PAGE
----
Memory Management in Java

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What is Register, Heap and Stack in Java

In this article, we will see how does the Java programming language is doing memory management, we will look at registers, stack, heap, constants, non-ram memory, and the famous Java garbage collector. Let's start with the fastest storage in Java the register.

Register

The register is the fastest storage, because it exists in a different place from the other storages, in the processor. However, the number of available registers is very limited. As a developer, you don't have direct control at the registers, for comparison in C and C++ you can suggest register allocation.

Stack

The stack is located in the random-access memory (RAM) with direct support from the processor via its stack pointer. The stack pointer is moving up and down when it is going down it is creating a new memory and when it is going up it is releasing memory. This process is a very fast and great way to allocate storage, just the registers are faster in comparison.

Heap

The heap is the general-purpose pool of memory, it is also located in the random-access memory (RAM), the heap is the place where all Java objects live. The heap is a very flexible memory you can simply create a new object on the heap by writing the keyword new and the storage will be allocated on the heap when that code will be executed. The price for the flexibility is that the heap is generally slower than the stack, that's why it can take more time to allocate and the garbage collector to clean up the heap storage.

Constant

Constant value lives directly in the code because they never change, that's why they are called constants after all.

Non-RAM

There is a data that can live outside of our program, the two best examples are streamed objects, which are turned into the stream of bytes and sent to other machine and persistent objects, which the objects live on the disk so they hold their state even when the program is not running, and they can be resurrected into a regular random-access memory object when they are needed.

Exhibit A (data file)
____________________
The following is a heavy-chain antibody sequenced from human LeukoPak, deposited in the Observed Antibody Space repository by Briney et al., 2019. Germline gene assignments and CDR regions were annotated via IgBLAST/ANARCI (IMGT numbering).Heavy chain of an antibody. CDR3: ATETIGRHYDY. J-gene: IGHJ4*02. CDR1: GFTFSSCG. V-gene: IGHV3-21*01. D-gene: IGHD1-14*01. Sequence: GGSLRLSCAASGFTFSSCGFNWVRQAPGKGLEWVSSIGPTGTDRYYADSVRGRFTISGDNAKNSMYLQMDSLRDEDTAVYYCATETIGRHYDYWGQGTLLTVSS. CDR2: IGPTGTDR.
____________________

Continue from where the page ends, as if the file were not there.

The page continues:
Java Garbage Collector

Garbage Collector in Java is running in the background and looks into all objects that are in the memory to find out objects that are not referenced. Every unreferenced objects that are found are deleted so the space can be allocated for other objects. Unlike other languages such as C where memory allocation and deallocation it's manually, in Java it's done automatically by default. Objects in Java can be unreferenced by nulling the reference, by assigning the reference to another or by anonymous object. Memory management in Java is a very broad topic here we are just scratching the surface.

Memory Management in Java example

public class Memory {

  public static void main(String[] args) { // Line 1
    int i = 1; // Line 2
    Object obj = new Object(); // Line 3
    Memory mem = new Memory(); // Line 4
    mem.foo(obj); // Line 5
  } // Line 9

  private void foo(Object param) { // Line 6
    String str = param.toString(); //// Line 7
    System.out.println(str);
  } // Line 8

}

In the image below we can see the stack and the heap with reference from the program above.

heap-and-stack-memory Java Memory Management Schema (Source: journaldev.com)

Now let's see line by line the above Java program.

  1. Java runtime creates stack memory for the main() method thread.
  2. We are declaring and initializing a primitive local variable, it is stored in the stack memory of main() method thread.
  3. We are declaring and initializing a new object, it is stored on the heap memory and the stack memory holds the reference to it.
  4. Like on the line before we are doing the same here but with a different type.
  5. We are calling foo() and a block on the top of the stack is created to be used by the foo() method, and we pass the obj.
  6. Java is passed by value, a new reference to the object is created in the foo() stack block.
  7. A new string object is declared and initialized and it is stored on the heap in and the reference is created in the foo() stack.
  8. foo() method is finished, and the memory allocated for foo() on the stack has become free.
  9. main() method is finished, and the memory allocated for main() on the stack has become free.

Conclusion

Memory management in Java is a very interesting topic but very broad topic too, Java itself will manage the memory without major interventions by the programmer, but knowing how memory work in will give you the advantage of writing good and optimized code in terms of memory usage, finding and fixing memory leaks.




#java #memory

Author: Aleksandar Vasilevski |